8 Steps to Draw Your Vision Out

So much spins around us that many of us rarely, if ever, contemplate our personal vision. May I give you an excuse to do so here? Imagination is incredibly important in this because it sees more possibilities than limitations. So, set all those voices aside which say “No” and “Yeah, but . . .” If you can imagine something, you can usually work out a way to do it.

A Drawing to Contemplate
Now, I hope the simplicity of this exercise is not below you, but, hey, maybe that would be a good thing. Use this drawing to help you contemplate your vision. And, no you don’t have to “draw good”. (Consider a pencil with eraser.)

  1. On a landscape oriented paper draw a small head-and-shoulders profile on the left side looking right. Let’s say this is you. (You may want to adjust the nose, or something.) Leave plenty of room inside your head. I’m not implying anything by this. I just want you to have room for the next thing:
  2. Draw a star inside your head. That star is an incredible idea, or inspiration inside of you. That is your vision. Nobody else may know that vision. Even you may have forgotten it is in there. Everybody looks at you and thinks many things, but they don’t know what’s inside you. That vision could just stay there unknown by anyone except you and God. You may be agreeing with the voices ingrained into you that it’s just impractical, or you can’t afford it, or you might fail and look like a fool. So, nothing will come of it because it is safe in the secret place of your head. Are you playing it safe?
  3. Let’s say you are going to take a risk. Draw an arrow extending from you out a little ways in front of you to the right. At the end of that arrow draw the same star floating out ahead of you. Maybe you sketched some plans, maybe you wrote a poem, maybe you cut from a magazine a picture which looked like your idea. Whatever it was, it is now out there in the open. It has taken on a more material form than what was in your head.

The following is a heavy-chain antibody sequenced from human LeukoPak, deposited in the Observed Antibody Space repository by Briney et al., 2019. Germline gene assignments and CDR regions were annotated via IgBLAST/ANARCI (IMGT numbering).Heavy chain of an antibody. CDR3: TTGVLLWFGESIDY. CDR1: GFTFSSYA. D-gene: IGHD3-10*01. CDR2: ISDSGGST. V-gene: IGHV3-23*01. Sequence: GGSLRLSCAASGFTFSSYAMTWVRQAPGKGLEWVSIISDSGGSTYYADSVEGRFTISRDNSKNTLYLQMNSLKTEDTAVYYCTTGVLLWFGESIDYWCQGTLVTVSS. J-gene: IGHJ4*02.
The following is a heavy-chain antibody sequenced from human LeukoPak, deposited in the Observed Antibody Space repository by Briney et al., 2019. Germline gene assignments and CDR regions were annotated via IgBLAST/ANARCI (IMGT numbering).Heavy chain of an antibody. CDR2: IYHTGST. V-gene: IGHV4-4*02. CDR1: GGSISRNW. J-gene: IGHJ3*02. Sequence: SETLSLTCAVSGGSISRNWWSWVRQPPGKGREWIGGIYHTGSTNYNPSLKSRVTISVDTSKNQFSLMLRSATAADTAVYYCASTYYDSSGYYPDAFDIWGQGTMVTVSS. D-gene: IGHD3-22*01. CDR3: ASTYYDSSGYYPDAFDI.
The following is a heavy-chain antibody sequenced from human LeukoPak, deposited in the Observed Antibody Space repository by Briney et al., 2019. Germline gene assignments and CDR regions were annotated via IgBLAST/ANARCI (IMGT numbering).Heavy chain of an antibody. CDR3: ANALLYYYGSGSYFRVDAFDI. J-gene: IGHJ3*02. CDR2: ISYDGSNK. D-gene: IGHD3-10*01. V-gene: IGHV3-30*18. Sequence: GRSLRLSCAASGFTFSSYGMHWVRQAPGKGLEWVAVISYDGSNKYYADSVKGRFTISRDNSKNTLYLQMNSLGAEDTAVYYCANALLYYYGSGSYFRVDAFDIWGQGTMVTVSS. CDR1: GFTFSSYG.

4. Now draw to the right of the star floating out in the open another head and shoulders of a person looking at that floating star. What if someone you trusted could access your idea in some form? What if you could share with him, or her so that they would think of the possibilities of this idea?
  5. Draw another arrow leading in an arch from the floating star to inside the friend’s head and draw the same star inside the friend’s head. Now you have two people percolating on the vision. They are collaborating. They are building the idea and discussing how it could work and they are getting excited. “Yes!” is happening. You have a comrade and that’s the beginning of a community where the idea is passed on to someone else. Together, you begin to work it out. It’s incredibly important to have other people that are of a kindred spirit in your life.
  6. Now draw three other head-and-shoulder people on the other side of the friend. Draw arrows from the friend to the new friends and put the same star inside each of their heads. One person inspired by your vision leads to another and another. One person remembers someone who would like the idea, finds them and plants the idea in their minds too. They find somebody who wants to collaborate, and they find another guy who wants to collaborate and pretty soon the group has grown. But each one has to engage with someone else by sharing the idea.